I don’t want to say I’m a zombie fan. I mean, George Romero’s first three LIVING DEAD movies are some of my all time favorite movies. RETURN OF THE LIVING DEAD is a classic. Fulci’s ZOMBI 2 is pretty good. I keep watching The Walking Dead. And there’ve been other ones I’ve enjoyed. But I mean, it goes without saying that this particular type of monster has gotten overexposed. I do not envy whichever poor bastard decides to do a book chronicling all the zombie movies, and has to watch every imagination-free piece of shit that’s come along in the last ten years or so. Don’t make any more zombie movies for a couple ten years, you guys. You wore ’em out. I’m sick of fuckin hearing about em.
But it’s true, I do like a good one, and I was open to Brad Pitt’s blockbuster-budgeted zombie epic because it’s an approach that hasn’t been tried before. Previous zombie movies are low budget and intimate (a good thing). In NIGHT OF THE LIVING DEAD Romero re-invented ghouls, but more importantly he came up with this dramatic situation with disagreeing strangers holed up in a farmhouse together. Even as he made the sequels and his budgets and ambition got bigger he centered his stories in confined locations: the mall, the underground military base, the gated community. A group of characters stranded somewhere during an apocalypse, waiting desperately for word from other parts of the world, hoping there’s some place that’s safe, or someone who knows what to do. But there never is. The status quo is never restored. This type of story started as a budget necessity but it became a dramatic strength. It’s what the genre has always been about.
So it’s weird to do a $200 million zombie movie with the hero traveling from the U.S. to South Korea to Israel to Wales seeing massive devastation and working on behalf of the U.N. to try to find a solution. But why not try it? See what happens. Well, what happens is a weird hybrid, a watchable mixed bag, a semi-enjoyable semi-failure. More of an interesting case than a good movie. But not bad.
The big ass budget allows us to see things we’ve never seen in a zombie movie before: overhead shots of mass chaos, crowds of thousands being overrun by zombies. Huge effects sequences (a zombie attack on a commercial jet leads to a hole blown in the side of the plane and people being sucked out, then the plane crashing). In the craziest scene (unfortunately burned in the trailer) a digital mob of jaw-snapping, hyper-active zombies pile on top of each other to build a ladder up a massive wall protecting Israel. That’s something we couldn’t’ve seen in the Romero movies, or the 28 DAYS LATER ones (yeah, I know, it’s an infection not a resurrection – leave me alone) or The Walking Dead. And it’s a weird fuckin idea, not something I would’ve thought of or expected to see before. I give ’em credit for that scene.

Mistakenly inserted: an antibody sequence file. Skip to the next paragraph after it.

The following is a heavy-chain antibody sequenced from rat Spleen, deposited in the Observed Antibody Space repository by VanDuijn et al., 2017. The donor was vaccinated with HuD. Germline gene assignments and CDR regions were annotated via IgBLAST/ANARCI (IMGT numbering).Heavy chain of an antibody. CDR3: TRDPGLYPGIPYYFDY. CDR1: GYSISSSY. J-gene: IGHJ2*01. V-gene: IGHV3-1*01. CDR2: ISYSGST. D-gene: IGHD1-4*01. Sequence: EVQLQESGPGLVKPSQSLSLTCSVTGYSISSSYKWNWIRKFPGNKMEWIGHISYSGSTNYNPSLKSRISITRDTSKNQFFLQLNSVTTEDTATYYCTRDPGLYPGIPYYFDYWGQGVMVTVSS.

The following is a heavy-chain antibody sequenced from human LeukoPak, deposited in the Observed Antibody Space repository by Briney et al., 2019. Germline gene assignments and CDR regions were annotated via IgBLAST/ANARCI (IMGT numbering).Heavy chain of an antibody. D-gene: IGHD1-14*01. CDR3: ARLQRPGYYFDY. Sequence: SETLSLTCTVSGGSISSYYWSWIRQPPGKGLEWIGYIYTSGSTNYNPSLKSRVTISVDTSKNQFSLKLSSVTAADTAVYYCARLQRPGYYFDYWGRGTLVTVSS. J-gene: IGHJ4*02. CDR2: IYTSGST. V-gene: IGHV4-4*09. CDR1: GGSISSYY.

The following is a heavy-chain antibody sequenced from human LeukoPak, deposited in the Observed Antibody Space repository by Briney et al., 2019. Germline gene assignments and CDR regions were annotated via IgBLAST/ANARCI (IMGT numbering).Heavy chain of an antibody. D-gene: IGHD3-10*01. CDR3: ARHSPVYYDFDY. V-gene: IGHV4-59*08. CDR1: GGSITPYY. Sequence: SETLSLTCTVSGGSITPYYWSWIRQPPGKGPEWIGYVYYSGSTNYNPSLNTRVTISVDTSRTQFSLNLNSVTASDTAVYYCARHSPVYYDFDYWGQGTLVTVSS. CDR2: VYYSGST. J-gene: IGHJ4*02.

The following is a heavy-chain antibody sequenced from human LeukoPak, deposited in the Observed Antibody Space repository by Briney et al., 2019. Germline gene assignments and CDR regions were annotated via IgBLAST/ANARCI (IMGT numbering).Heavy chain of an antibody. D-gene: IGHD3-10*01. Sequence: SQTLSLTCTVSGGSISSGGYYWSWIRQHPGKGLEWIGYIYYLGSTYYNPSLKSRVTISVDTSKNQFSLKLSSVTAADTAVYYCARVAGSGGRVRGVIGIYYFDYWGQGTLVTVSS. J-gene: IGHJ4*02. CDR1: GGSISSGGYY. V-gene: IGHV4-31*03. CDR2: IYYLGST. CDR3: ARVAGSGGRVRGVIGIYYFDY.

(Anybody ever read that Clive Barker short story “In the Hills, the Cities“? That would make a crazy fuckin movie. They could almost do it now.)
On the other hand, the budget forces us to not see things that we sort of need to see in a zombie movie, specifically blood and guts. Romero had so much in DAWN OF THE DEAD he had to forget about an R-rating and release it unrated. But with a budget like that WORLD WAR Z has to cut to below an R to have any chance of not losing gigantic amounts of corporate money, and ladies and gentleman here is your zombie movie where some material might be inappropriate for children but only if they’re under 13.
I’m not saying they have to follow the zombie movie tradition of upping the ante on spilled intestines, but a massive worldwide catastrophe doesn’t have the same impact when it’s this clean. John McClane bled more in the first DIE HARD than the entire human race does in this apocalypse. The threat is carnivorous but the camera moves away from them every time they bite. It feels sanitized.
Romero’s productions were independent, of course, made with his friends who made commercials together as The Latent Image. He and John Russo wrote it together, cast local stage actors and filmed in locations they had access to. WORLD WAR Z is produced by its star, Brad Pitt. Inspired by the book by Max Brooks, the script went through drafts by J. Michael Straczynski and Matthew Michael Carnahan, then when they’d shot the movie they decided it didn’t work and hired Drew Goddard & Damon Lindelof to add new scenes at the beginning and ditch and replace the entire third act. And at some point Christopher McQuarrie did an uncredited pass too. Maybe others. They threw an army of experts at this thing.